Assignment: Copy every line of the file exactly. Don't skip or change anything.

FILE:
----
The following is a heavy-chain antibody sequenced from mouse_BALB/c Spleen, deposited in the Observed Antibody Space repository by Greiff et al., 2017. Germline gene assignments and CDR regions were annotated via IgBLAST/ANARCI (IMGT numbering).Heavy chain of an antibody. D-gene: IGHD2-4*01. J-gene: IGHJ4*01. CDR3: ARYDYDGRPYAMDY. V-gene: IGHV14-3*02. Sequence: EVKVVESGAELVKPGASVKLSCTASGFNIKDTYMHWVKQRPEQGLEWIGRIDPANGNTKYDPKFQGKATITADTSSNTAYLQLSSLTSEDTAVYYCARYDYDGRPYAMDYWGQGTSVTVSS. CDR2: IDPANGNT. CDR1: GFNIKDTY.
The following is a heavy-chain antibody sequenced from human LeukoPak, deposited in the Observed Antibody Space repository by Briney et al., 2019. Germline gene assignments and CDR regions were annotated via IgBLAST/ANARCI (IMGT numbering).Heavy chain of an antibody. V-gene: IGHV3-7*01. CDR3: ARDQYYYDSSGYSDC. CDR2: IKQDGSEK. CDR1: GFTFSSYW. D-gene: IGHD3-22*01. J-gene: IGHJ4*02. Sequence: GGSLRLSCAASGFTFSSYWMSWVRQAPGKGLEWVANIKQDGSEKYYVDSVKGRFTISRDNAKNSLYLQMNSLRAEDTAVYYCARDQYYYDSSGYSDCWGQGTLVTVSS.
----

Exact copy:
The following is a heavy-chain antibody sequenced from mouse_BALB/c Spleen, deposited in the Observed Antibody Space repository by Greiff et al., 2017. Germline gene assignments and CDR regions were annotated via IgBLAST/ANARCI (IMGT numbering).Heavy chain of an antibody. D-gene: IGHD2-4*01. J-gene: IGHJ4*01. CDR3: ARYDYDGRPYAMDY. V-gene: IGHV14-3*02. Sequence: EVKVVESGAELVKPGASVKLSCTASGFNIKDTYMHWVKQRPEQGLEWIGRIDPANGNTKYDPKFQGKATITADTSSNTAYLQLSSLTSEDTAVYYCARYDYDGRPYAMDYWGQGTSVTVSS. CDR2: IDPANGNT. CDR1: GFNIKDTY.
The following is a heavy-chain antibody sequenced from human LeukoPak, deposited in the Observed Antibody Space repository by Briney et al., 2019. Germline gene assignments and CDR regions were annotated via IgBLAST/ANARCI (IMGT numbering).Heavy chain of an antibody. V-gene: IGHV3-7*01. CDR3: ARDQYYYDSSGYSDC. CDR2: IKQDGSEK. CDR1: GFTFSSYW. D-gene: IGHD3-22*01. J-gene: IGHJ4*02. Sequence: GGSLRLSCAASGFTFSSYWMSWVRQAPGKGLEWVANIKQDGSEKYYVDSVKGRFTISRDNAKNSLYLQMNSLRAEDTAVYYCARDQYYYDSSGYSDCWGQGTLVTVSS.